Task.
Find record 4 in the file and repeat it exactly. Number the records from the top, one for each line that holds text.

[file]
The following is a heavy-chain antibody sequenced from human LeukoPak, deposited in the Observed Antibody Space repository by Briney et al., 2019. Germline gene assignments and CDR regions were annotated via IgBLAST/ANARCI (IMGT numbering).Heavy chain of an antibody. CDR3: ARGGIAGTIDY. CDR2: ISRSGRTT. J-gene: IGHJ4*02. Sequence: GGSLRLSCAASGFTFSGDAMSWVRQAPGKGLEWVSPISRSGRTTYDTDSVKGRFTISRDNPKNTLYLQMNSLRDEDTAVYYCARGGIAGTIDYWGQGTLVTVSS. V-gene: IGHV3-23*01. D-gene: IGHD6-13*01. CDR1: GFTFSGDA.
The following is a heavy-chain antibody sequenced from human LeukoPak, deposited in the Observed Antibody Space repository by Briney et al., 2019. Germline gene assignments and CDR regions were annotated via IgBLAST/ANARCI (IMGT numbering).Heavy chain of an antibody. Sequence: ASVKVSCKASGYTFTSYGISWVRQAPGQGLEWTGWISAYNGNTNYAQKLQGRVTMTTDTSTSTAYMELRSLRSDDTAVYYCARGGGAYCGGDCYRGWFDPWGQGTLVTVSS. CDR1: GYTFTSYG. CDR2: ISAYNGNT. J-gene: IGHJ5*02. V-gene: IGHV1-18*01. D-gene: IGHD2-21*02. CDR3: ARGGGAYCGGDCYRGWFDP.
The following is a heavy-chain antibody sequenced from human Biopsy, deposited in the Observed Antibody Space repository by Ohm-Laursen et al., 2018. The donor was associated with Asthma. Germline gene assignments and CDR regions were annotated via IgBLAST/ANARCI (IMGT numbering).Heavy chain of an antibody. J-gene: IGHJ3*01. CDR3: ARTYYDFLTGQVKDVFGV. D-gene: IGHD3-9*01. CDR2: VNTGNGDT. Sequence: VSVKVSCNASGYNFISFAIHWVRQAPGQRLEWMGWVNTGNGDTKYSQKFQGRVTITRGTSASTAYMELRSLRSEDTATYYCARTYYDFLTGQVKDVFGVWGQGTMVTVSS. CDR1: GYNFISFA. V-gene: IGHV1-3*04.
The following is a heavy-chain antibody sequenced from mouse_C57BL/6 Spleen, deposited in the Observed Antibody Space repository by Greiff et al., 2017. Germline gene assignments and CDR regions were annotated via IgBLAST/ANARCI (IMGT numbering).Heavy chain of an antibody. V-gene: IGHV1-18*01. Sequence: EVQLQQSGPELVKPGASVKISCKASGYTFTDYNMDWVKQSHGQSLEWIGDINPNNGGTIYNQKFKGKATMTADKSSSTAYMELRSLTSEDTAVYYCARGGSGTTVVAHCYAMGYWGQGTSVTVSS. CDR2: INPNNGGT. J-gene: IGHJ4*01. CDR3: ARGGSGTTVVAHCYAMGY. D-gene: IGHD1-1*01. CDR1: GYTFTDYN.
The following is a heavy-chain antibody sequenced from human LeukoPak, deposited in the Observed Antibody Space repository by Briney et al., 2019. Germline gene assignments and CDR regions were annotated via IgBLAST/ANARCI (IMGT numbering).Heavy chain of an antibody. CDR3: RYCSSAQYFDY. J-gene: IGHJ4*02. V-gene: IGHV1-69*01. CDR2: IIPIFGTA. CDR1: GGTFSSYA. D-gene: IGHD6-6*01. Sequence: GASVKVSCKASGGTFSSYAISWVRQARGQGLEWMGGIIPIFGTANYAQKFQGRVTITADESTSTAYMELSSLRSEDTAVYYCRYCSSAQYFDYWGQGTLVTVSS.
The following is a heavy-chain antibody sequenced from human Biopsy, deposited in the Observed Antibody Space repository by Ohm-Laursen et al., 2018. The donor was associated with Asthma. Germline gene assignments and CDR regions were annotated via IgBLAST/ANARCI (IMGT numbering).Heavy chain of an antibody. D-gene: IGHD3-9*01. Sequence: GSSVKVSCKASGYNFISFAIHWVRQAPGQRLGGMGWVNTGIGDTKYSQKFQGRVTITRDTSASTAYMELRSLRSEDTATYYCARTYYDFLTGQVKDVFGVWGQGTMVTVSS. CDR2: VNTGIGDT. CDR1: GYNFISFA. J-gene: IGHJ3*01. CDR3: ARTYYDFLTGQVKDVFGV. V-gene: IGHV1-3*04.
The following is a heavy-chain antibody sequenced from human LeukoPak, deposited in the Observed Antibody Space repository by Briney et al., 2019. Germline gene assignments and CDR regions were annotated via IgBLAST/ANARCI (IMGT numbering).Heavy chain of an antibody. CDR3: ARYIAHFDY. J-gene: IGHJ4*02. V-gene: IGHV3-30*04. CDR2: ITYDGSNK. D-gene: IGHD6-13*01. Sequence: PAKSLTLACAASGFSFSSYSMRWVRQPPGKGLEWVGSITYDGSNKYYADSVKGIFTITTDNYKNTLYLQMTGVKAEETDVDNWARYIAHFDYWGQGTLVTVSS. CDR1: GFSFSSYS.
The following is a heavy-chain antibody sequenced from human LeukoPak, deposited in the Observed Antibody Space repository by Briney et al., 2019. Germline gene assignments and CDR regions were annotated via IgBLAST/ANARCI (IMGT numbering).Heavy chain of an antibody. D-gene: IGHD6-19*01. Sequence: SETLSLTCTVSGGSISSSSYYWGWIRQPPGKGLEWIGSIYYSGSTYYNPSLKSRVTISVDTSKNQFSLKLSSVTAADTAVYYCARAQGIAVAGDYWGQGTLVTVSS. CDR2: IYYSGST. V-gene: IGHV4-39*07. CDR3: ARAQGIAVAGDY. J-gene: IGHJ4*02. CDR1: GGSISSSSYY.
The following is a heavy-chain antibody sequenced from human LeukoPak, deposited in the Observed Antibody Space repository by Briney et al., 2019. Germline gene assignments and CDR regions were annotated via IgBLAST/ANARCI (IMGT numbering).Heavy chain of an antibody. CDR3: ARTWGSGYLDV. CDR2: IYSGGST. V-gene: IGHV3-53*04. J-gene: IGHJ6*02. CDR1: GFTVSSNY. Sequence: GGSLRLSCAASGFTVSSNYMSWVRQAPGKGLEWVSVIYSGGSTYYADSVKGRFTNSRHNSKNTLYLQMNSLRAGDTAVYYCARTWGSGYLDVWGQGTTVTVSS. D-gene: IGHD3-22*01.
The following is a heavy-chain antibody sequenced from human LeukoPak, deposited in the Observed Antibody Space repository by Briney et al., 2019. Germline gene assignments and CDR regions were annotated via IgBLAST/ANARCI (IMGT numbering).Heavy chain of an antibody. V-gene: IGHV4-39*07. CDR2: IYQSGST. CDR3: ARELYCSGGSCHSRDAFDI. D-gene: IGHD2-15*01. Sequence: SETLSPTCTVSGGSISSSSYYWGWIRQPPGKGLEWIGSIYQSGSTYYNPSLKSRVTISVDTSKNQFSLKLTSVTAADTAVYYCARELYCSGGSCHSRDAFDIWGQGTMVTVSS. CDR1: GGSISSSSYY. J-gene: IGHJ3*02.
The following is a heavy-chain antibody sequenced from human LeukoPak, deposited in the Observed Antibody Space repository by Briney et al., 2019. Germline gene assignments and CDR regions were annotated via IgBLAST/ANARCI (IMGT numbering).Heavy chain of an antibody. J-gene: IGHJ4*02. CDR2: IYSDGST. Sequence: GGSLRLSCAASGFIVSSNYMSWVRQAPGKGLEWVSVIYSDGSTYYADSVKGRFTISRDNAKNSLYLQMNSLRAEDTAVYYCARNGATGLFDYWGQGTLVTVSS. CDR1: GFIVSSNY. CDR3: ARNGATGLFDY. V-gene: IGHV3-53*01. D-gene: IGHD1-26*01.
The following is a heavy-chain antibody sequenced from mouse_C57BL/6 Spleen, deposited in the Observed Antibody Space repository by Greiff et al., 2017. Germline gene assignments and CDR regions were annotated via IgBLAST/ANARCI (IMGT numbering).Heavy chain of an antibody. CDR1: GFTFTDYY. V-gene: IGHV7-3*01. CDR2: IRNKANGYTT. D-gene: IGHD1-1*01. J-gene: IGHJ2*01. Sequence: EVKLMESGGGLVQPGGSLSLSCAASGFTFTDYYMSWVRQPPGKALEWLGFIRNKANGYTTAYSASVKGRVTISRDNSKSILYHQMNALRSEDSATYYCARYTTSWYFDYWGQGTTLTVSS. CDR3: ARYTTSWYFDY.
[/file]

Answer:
The following is a heavy-chain antibody sequenced from mouse_C57BL/6 Spleen, deposited in the Observed Antibody Space repository by Greiff et al., 2017. Germline gene assignments and CDR regions were annotated via IgBLAST/ANARCI (IMGT numbering).Heavy chain of an antibody. V-gene: IGHV1-18*01. Sequence: EVQLQQSGPELVKPGASVKISCKASGYTFTDYNMDWVKQSHGQSLEWIGDINPNNGGTIYNQKFKGKATMTADKSSSTAYMELRSLTSEDTAVYYCARGGSGTTVVAHCYAMGYWGQGTSVTVSS. CDR2: INPNNGGT. J-gene: IGHJ4*01. CDR3: ARGGSGTTVVAHCYAMGY. D-gene: IGHD1-1*01. CDR1: GYTFTDYN.